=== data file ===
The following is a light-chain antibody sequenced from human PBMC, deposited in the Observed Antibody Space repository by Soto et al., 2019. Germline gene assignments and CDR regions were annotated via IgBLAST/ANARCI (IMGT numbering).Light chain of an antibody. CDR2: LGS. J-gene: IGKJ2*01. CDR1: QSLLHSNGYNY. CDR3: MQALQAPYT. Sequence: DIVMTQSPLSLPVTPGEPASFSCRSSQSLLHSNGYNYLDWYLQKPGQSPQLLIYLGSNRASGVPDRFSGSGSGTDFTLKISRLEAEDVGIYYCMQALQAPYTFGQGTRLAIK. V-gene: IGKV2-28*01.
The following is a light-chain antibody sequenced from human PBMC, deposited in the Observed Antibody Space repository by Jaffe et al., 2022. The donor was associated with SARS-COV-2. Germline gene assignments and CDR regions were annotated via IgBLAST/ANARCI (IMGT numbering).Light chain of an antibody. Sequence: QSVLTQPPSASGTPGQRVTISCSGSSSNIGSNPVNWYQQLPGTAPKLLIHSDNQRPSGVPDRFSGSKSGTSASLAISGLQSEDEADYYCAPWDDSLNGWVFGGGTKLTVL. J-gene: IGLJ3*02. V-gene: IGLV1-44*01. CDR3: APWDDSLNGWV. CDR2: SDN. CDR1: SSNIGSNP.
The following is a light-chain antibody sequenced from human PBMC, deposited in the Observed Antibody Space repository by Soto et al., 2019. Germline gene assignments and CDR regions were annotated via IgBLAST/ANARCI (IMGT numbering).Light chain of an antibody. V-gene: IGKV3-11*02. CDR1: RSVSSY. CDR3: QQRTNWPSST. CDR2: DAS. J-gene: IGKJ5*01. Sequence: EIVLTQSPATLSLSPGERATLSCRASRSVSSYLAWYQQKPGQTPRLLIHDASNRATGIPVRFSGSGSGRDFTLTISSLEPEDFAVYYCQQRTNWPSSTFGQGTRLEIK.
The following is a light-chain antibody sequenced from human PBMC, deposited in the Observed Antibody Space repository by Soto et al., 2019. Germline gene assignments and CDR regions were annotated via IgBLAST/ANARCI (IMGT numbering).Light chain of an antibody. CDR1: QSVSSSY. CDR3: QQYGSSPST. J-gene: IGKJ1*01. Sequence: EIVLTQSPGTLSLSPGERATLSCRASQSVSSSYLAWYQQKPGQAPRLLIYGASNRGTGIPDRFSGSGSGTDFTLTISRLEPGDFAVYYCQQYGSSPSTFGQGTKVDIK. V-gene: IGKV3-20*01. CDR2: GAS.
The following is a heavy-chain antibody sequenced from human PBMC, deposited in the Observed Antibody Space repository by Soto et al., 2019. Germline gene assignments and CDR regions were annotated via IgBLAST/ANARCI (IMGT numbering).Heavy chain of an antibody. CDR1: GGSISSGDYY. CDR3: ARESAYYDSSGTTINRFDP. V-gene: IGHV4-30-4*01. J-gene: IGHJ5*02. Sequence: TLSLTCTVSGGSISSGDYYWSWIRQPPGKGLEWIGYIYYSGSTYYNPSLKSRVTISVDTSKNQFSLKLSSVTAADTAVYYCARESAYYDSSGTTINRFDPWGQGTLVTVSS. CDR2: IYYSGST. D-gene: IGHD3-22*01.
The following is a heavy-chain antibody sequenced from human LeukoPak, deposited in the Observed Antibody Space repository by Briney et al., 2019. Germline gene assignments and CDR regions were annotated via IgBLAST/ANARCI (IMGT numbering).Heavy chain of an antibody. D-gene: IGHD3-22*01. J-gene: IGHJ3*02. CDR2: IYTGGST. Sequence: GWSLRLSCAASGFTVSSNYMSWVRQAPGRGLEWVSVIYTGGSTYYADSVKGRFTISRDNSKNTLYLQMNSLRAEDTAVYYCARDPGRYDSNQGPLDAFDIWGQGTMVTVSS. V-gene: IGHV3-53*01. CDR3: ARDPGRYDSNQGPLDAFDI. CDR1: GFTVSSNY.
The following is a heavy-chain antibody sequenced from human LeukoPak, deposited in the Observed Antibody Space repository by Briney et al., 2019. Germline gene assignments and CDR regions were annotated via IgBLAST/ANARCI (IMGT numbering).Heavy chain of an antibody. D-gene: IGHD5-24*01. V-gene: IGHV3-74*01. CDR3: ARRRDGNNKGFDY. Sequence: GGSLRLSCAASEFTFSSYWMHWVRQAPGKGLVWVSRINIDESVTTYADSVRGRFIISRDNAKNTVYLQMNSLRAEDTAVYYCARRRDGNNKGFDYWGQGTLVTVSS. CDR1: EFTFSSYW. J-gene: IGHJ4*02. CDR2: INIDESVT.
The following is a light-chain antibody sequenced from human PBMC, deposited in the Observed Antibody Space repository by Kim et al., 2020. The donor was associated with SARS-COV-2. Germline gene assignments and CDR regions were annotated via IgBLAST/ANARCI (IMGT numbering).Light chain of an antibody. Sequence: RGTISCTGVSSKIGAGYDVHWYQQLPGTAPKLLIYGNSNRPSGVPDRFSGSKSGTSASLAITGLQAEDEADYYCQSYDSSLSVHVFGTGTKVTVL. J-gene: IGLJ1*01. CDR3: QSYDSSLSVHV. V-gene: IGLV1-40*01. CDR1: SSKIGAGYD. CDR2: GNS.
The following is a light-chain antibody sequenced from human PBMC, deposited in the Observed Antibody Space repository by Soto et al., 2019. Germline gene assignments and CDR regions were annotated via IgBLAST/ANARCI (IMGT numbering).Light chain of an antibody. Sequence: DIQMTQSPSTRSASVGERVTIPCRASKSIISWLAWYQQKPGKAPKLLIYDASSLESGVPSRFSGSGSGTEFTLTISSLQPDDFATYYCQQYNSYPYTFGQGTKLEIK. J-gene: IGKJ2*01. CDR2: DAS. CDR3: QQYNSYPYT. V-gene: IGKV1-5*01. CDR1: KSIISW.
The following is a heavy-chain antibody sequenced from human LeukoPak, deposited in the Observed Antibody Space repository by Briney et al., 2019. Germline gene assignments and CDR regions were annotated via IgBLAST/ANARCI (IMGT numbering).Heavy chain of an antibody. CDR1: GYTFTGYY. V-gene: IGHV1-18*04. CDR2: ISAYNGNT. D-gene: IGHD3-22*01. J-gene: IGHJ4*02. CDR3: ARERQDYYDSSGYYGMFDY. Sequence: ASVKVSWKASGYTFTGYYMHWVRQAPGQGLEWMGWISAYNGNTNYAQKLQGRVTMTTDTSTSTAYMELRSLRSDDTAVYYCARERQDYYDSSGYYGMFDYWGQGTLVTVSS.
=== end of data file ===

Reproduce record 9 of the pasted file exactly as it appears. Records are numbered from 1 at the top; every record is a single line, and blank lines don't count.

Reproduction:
The following is a light-chain antibody sequenced from human PBMC, deposited in the Observed Antibody Space repository by Soto et al., 2019. Germline gene assignments and CDR regions were annotated via IgBLAST/ANARCI (IMGT numbering).Light chain of an antibody. Sequence: DIQMTQSPSTRSASVGERVTIPCRASKSIISWLAWYQQKPGKAPKLLIYDASSLESGVPSRFSGSGSGTEFTLTISSLQPDDFATYYCQQYNSYPYTFGQGTKLEIK. J-gene: IGKJ2*01. CDR2: DAS. CDR3: QQYNSYPYT. V-gene: IGKV1-5*01. CDR1: KSIISW.